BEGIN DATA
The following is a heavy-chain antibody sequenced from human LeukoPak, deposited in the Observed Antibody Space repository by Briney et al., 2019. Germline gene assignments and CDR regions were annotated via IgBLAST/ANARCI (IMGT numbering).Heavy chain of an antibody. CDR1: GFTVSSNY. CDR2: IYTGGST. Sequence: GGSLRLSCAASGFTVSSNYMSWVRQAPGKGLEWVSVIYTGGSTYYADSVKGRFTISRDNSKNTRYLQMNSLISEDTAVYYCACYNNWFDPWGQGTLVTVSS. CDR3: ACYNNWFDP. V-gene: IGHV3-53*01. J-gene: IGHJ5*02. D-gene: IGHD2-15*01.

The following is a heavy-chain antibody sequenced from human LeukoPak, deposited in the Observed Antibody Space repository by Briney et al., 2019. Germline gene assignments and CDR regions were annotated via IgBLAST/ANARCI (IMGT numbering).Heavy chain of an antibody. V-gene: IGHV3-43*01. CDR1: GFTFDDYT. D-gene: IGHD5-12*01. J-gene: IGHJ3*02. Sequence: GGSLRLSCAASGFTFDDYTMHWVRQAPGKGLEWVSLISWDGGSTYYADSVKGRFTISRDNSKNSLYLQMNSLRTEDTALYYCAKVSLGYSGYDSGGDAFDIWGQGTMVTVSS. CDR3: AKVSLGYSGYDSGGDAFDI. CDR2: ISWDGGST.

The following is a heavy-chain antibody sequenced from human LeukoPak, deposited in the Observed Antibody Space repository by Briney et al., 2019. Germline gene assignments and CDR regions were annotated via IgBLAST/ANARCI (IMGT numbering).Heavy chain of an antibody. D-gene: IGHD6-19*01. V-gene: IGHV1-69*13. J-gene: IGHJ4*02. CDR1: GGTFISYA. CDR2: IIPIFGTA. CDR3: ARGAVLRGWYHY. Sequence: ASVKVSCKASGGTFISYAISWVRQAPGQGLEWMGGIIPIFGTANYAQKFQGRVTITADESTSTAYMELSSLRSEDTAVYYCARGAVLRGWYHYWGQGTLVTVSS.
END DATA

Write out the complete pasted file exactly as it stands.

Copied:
The following is a heavy-chain antibody sequenced from human LeukoPak, deposited in the Observed Antibody Space repository by Briney et al., 2019. Germline gene assignments and CDR regions were annotated via IgBLAST/ANARCI (IMGT numbering).Heavy chain of an antibody. CDR1: GFTVSSNY. CDR2: IYTGGST. Sequence: GGSLRLSCAASGFTVSSNYMSWVRQAPGKGLEWVSVIYTGGSTYYADSVKGRFTISRDNSKNTRYLQMNSLISEDTAVYYCACYNNWFDPWGQGTLVTVSS. CDR3: ACYNNWFDP. V-gene: IGHV3-53*01. J-gene: IGHJ5*02. D-gene: IGHD2-15*01.

The following is a heavy-chain antibody sequenced from human LeukoPak, deposited in the Observed Antibody Space repository by Briney et al., 2019. Germline gene assignments and CDR regions were annotated via IgBLAST/ANARCI (IMGT numbering).Heavy chain of an antibody. V-gene: IGHV3-43*01. CDR1: GFTFDDYT. D-gene: IGHD5-12*01. J-gene: IGHJ3*02. Sequence: GGSLRLSCAASGFTFDDYTMHWVRQAPGKGLEWVSLISWDGGSTYYADSVKGRFTISRDNSKNSLYLQMNSLRTEDTALYYCAKVSLGYSGYDSGGDAFDIWGQGTMVTVSS. CDR3: AKVSLGYSGYDSGGDAFDI. CDR2: ISWDGGST.

The following is a heavy-chain antibody sequenced from human LeukoPak, deposited in the Observed Antibody Space repository by Briney et al., 2019. Germline gene assignments and CDR regions were annotated via IgBLAST/ANARCI (IMGT numbering).Heavy chain of an antibody. D-gene: IGHD6-19*01. V-gene: IGHV1-69*13. J-gene: IGHJ4*02. CDR1: GGTFISYA. CDR2: IIPIFGTA. CDR3: ARGAVLRGWYHY. Sequence: ASVKVSCKASGGTFISYAISWVRQAPGQGLEWMGGIIPIFGTANYAQKFQGRVTITADESTSTAYMELSSLRSEDTAVYYCARGAVLRGWYHYWGQGTLVTVSS.